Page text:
Extraordinary women raise extraordinary women.
As a child, Laura Ingalls Wilder traveled across the prairie in a covered wagon. Her daughter, Rose, thought those stories might make a good book, and the two created the beloved Little House series.
Sara Breedlove, the daughter of former slaves, wanted everything to be different for her own daughter, A'Lelia. Together they built a million-dollar beauty empire for women of color.
Marie Curie became the first person in history to win two Nobel prizes in science. Inspired by her mother, Irène too became a scientist and Nobel prize winner.
Borrowed Names is the story of these extraordinary mothers and daughters.
Borrowed Names is a 2011 Bank Street - Best Children's Book of the Year.
|Product dimensions:||5.40(w) x 8.27(h) x 0.60(d)|
|Age Range:||12 - 18 Years|
About the Author
Jeannine Atkins is the author of several books for young readers including Anne Hutchinson's Way. She teaches children's literature at the University of Massachusetts-Amherst and lives in Whatley, Massachusetts.
Read an Excerpt
Poems About Laura Ingalls Wilder, Madam C.J. Walker, Marie Curie, and their Daughters
By Jeannine Atkins
Henry Holt and CompanyCopyright © 2010 Jeannine Atkins
All rights reserved.
LAURA INGALLS WILDER AND ROSE WILDER LANE
Laura Ingalls was born in the big woods of Wisconsin, but within a few years called many other places home: the Kansas prairies, a dugout by Plum Creek in Minnesota, covered wagons rolling westward, and at last a little house near Silver Lake in the Dakota Territory. There her family survived many blizzards, but one long winter they almost starved before Almanzo Wilder drove horses through the deep snow to get wheat and saved them all.
Almanzo began courting Laura when she was fifteen years old. Her father didn't object, though her mother believed Laura was more smitten with Almanzo's half-wild horses. At eighteen, Laura stood before a preacher, who agreed that a bride should promise to honor and love but not obey, and changed her name to Laura Ingalls Wilder.
Almanzo called his wife Bessie to distinguish her from his sister, who was also named Laura. Their daughter, Rose, who was born about a year after the wedding, would call her Mama Bess.
Rose sees blood on the linen
before her grandmother plunges
the sheets in a tub. Pa scrubs dirt
from his hands. What ever happens,
fields must be tended.
Mama Bess goes back to bed. Again.
Won't you get up?
Soon, Mama says, but Rose is hungry.
She puts a stick in the woodstove.
When the kindling, burning at one end,
turns too hot to hold,
she drops it.
across the floor and laps the wall.
Air, once quiet and invisible,
spits sparks and orange flames.
Burning tablecloths twist like memory.
Where are you?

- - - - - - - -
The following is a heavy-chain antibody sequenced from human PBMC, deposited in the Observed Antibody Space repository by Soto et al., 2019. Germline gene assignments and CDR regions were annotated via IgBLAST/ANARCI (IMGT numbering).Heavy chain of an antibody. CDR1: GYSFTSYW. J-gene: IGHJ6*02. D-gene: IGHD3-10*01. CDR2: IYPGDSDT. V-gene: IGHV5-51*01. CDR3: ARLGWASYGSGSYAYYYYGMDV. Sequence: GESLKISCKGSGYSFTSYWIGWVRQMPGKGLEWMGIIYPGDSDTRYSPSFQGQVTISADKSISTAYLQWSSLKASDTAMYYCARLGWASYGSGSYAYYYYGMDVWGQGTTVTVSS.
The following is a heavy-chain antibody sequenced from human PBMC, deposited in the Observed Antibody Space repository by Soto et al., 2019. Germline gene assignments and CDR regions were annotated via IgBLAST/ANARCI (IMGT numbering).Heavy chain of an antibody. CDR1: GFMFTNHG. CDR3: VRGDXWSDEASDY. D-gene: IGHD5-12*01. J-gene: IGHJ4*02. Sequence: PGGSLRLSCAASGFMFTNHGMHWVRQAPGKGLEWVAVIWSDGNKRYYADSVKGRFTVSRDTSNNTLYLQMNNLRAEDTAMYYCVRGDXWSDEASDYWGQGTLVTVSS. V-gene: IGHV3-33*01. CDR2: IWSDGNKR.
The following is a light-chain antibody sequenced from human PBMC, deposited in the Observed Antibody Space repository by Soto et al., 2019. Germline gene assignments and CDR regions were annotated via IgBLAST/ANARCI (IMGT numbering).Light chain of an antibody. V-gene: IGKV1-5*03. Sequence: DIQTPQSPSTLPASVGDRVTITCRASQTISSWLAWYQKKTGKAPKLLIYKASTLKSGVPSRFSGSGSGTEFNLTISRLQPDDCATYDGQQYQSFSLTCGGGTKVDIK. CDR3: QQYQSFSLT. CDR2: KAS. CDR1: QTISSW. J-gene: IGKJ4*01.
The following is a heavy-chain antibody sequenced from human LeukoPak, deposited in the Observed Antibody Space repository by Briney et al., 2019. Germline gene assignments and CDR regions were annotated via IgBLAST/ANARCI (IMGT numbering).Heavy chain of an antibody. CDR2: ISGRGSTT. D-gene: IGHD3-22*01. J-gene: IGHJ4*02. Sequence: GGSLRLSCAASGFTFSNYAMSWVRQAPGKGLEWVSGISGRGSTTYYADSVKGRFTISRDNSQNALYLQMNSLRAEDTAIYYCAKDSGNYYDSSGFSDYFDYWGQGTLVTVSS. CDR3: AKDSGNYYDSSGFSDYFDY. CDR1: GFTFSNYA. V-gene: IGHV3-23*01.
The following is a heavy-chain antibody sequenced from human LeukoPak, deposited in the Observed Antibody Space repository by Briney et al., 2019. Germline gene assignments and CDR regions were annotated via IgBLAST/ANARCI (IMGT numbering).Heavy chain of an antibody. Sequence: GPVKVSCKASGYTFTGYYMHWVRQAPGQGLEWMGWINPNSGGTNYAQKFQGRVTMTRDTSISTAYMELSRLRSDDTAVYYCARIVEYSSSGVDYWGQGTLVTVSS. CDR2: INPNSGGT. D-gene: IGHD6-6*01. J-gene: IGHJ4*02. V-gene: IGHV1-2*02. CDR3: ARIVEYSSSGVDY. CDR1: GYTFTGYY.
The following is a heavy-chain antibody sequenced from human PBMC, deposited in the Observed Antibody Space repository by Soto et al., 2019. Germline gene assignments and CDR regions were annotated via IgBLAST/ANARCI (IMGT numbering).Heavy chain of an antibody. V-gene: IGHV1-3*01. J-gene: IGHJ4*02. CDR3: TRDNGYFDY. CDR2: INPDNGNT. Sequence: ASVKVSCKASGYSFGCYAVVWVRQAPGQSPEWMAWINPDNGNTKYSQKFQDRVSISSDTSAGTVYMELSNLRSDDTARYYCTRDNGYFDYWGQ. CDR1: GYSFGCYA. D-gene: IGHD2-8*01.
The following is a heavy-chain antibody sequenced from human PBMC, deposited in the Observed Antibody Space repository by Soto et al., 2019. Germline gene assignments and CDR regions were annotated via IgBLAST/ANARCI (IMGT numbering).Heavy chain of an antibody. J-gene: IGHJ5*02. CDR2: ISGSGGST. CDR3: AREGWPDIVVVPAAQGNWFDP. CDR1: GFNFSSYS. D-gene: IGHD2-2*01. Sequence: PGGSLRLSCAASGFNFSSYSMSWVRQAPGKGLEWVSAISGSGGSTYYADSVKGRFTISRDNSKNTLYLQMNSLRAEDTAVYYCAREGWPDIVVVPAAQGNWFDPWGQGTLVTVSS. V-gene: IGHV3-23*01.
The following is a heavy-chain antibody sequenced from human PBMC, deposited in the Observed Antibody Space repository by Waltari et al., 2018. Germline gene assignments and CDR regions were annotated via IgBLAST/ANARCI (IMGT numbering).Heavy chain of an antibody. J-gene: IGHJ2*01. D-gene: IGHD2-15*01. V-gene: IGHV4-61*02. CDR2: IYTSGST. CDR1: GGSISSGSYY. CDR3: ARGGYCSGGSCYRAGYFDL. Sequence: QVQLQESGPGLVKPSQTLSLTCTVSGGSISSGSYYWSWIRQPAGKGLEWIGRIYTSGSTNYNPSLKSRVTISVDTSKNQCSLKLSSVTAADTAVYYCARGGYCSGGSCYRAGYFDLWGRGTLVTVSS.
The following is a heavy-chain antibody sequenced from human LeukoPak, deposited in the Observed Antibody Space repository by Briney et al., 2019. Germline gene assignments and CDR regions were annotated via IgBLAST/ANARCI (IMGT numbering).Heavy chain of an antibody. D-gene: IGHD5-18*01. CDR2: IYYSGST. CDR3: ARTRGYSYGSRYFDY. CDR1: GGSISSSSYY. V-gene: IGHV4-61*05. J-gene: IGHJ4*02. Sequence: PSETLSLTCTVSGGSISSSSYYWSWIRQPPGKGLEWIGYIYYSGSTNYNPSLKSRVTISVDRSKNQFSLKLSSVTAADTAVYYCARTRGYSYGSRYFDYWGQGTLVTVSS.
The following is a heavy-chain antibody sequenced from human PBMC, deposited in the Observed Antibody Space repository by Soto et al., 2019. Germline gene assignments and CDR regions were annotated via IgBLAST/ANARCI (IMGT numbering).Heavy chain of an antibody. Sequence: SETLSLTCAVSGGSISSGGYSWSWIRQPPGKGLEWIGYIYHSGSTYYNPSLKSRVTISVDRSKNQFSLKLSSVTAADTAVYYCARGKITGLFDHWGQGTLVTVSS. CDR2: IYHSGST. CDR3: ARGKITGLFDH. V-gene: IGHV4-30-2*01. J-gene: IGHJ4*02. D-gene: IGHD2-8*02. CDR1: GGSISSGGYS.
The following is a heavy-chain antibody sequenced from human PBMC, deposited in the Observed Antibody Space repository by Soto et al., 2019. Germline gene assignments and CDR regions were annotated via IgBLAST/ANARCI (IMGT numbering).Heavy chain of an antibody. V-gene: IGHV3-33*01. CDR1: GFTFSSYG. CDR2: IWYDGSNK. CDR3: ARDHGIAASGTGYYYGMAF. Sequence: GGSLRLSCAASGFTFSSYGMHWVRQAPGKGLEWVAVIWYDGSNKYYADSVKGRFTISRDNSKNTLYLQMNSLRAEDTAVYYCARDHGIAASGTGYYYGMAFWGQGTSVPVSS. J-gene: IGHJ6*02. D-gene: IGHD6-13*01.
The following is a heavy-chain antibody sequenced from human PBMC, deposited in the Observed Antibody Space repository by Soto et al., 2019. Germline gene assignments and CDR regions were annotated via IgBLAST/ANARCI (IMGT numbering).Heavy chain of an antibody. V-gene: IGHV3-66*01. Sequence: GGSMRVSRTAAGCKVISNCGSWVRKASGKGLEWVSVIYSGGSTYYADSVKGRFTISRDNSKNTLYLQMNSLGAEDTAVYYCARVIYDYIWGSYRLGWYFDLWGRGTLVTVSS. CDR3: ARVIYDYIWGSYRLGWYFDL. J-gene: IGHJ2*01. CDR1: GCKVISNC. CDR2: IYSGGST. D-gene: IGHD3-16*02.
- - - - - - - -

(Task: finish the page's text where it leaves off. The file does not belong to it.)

Smoke stings her eyes. Someone grabs her arm
and a fistful of forks. They rush
from the crackling, tumbling house.
Outside, Rose breathes the stink of burning chairs,
bedding, sacks of flour, jars of plum preserves,
beans left soaking in a yellow bowl.
The house becomes an oven, ruining
broom and dustpan,
the sewing box with its tomato-shaped pincushion,
an embroidered needle case, pewter buttons,
spools of crimson and sky-blue thread.
Little is saved but old dresses, silverware,
and a platter decorated with a sheaf of wheat, bordered
with a prayer: Give us this day our daily bread.
Under a blackened cottonwood tree,
its slim shade useless now,
Pa leans on his cane. What happened?
Mama says, I shut the door to sweep,
so dust wouldn't get in the kitchen.
A spark from the woodstove caught the floor.
Rose, three years old, cries, I'm sorry.
We built one house. We can build another,
Pa says. What matters is we're safe and all together.
Mama nods. It was an accident.
She turns to sort through what might be saved.
A wilderness of cracked china, ashes,
days when safety
was as common as a roof. She folds her black
wedding dress and tells Rose, You did nothing wrong.
But then she whispers,
We won't speak of this fire again.
The Second Secret
Rose's grandparents welcome the family
to their home where everything is kept in place
so Aunt Mary, whose blue eyes
can't see past their own shine,
knows which tin holds sugar and which flour
and exactly how many steps
to take between the ivy and geraniums she waters.
Rose minds her grandmother, who says,
Keep away from the woodstove.
Rose can feel even Aunt Mary's blind eyes on her.
Grandpa plays traveling songs on his fiddle
while Mama flips through brochures about farmland.
She, Pa, and Rose move to Minnesota,
where the cold winters deepen the pain in Pa's legs.
They journey to Florida to grow oranges,
but Mama finds Southern air too steamy.
Back in South Dakota, wolves howl. Rain beats
down the wheat and corn fields one summer.
The next July, flax and oats wither without rain.
Rose says, I want a brother or sister.
Hush. Mama Bess distracts her with a story
of a land where bright red apples grow.
She works for a dressmaker sewing buttonholes,
tucking in the short edges of cloth,
striving for stitches too small to see, trimming thread.
Her stiff hands move up and down
twelve hours till sundown,
six days a week. She earns a dollar a day.
At last she unclasps the needle, stops at the bank
for a one-hundred-dollar bill she hides
in the lap-sized desk Pa made and sanded smooth.
She says, Don't touch.
I know, Rose replies, obedient at eight, though
she loves to watch her mother's hand slide
over the slanting surface covered with green felt,
the crack of brass hinges when the lid is lifted.
Mama warns, Don't tell a soul what's in that box.
Pa cuts black oilcloth to cover and make curtains
for a carriage they load with a bedspring,
feather mattress, quilts, pots, Mama's desk,
and a coop of noisy chickens.
Is this their last summer on the prairie,
their last good-bye?
Rose throws her arms around Grandpa,
who smells of wood smoke and hay.
Grandma's apron smells of cinnamon and flour.
Rose touches Aunt Mary's hair, the color of flames.
Pa hitches up horses that pull them to the plains,
where the world is all land and sky,